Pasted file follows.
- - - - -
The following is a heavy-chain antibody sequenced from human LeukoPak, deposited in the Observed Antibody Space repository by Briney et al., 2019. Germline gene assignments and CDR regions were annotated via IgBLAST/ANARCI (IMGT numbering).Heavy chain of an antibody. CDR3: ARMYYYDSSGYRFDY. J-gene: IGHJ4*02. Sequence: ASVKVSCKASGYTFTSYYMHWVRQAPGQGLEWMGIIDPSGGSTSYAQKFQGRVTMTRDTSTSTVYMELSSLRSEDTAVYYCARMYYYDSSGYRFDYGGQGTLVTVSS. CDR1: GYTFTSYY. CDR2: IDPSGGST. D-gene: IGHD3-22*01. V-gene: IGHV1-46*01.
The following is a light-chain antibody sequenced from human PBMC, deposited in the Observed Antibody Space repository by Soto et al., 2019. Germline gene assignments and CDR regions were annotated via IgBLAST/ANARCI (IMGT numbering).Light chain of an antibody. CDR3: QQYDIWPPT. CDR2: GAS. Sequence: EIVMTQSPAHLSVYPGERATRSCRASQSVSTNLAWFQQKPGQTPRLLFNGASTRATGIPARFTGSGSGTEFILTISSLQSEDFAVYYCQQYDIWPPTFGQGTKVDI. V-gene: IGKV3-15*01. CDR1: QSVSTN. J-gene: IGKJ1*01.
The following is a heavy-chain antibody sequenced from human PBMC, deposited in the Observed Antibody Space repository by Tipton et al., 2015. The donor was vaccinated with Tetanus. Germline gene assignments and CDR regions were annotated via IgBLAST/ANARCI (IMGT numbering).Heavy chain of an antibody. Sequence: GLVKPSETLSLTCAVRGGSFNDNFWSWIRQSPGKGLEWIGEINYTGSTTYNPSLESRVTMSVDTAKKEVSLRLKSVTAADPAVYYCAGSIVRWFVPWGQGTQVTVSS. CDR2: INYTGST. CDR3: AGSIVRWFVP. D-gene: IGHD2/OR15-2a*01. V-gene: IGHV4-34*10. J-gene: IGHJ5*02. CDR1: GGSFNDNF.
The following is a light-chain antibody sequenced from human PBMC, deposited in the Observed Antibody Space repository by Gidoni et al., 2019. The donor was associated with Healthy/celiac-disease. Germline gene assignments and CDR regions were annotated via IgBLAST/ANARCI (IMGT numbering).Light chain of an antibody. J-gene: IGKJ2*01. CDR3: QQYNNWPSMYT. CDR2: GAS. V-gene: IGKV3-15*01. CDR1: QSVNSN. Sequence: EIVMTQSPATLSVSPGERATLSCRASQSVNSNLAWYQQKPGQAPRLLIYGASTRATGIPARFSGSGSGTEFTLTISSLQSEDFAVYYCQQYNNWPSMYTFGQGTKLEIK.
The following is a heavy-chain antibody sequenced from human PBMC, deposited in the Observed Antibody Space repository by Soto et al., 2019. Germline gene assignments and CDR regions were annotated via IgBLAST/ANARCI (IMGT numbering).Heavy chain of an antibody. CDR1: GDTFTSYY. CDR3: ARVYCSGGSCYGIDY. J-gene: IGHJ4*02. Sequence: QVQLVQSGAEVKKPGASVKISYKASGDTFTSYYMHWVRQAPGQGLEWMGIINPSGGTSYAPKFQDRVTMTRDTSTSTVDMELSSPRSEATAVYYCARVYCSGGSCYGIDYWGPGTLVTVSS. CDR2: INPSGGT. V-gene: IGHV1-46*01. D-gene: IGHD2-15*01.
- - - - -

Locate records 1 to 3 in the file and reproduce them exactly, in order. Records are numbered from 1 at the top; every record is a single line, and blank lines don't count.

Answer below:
The following is a heavy-chain antibody sequenced from human LeukoPak, deposited in the Observed Antibody Space repository by Briney et al., 2019. Germline gene assignments and CDR regions were annotated via IgBLAST/ANARCI (IMGT numbering).Heavy chain of an antibody. CDR3: ARMYYYDSSGYRFDY. J-gene: IGHJ4*02. Sequence: ASVKVSCKASGYTFTSYYMHWVRQAPGQGLEWMGIIDPSGGSTSYAQKFQGRVTMTRDTSTSTVYMELSSLRSEDTAVYYCARMYYYDSSGYRFDYGGQGTLVTVSS. CDR1: GYTFTSYY. CDR2: IDPSGGST. D-gene: IGHD3-22*01. V-gene: IGHV1-46*01.
The following is a light-chain antibody sequenced from human PBMC, deposited in the Observed Antibody Space repository by Soto et al., 2019. Germline gene assignments and CDR regions were annotated via IgBLAST/ANARCI (IMGT numbering).Light chain of an antibody. CDR3: QQYDIWPPT. CDR2: GAS. Sequence: EIVMTQSPAHLSVYPGERATRSCRASQSVSTNLAWFQQKPGQTPRLLFNGASTRATGIPARFTGSGSGTEFILTISSLQSEDFAVYYCQQYDIWPPTFGQGTKVDI. V-gene: IGKV3-15*01. CDR1: QSVSTN. J-gene: IGKJ1*01.
The following is a heavy-chain antibody sequenced from human PBMC, deposited in the Observed Antibody Space repository by Tipton et al., 2015. The donor was vaccinated with Tetanus. Germline gene assignments and CDR regions were annotated via IgBLAST/ANARCI (IMGT numbering).Heavy chain of an antibody. Sequence: GLVKPSETLSLTCAVRGGSFNDNFWSWIRQSPGKGLEWIGEINYTGSTTYNPSLESRVTMSVDTAKKEVSLRLKSVTAADPAVYYCAGSIVRWFVPWGQGTQVTVSS. CDR2: INYTGST. CDR3: AGSIVRWFVP. D-gene: IGHD2/OR15-2a*01. V-gene: IGHV4-34*10. J-gene: IGHJ5*02. CDR1: GGSFNDNF.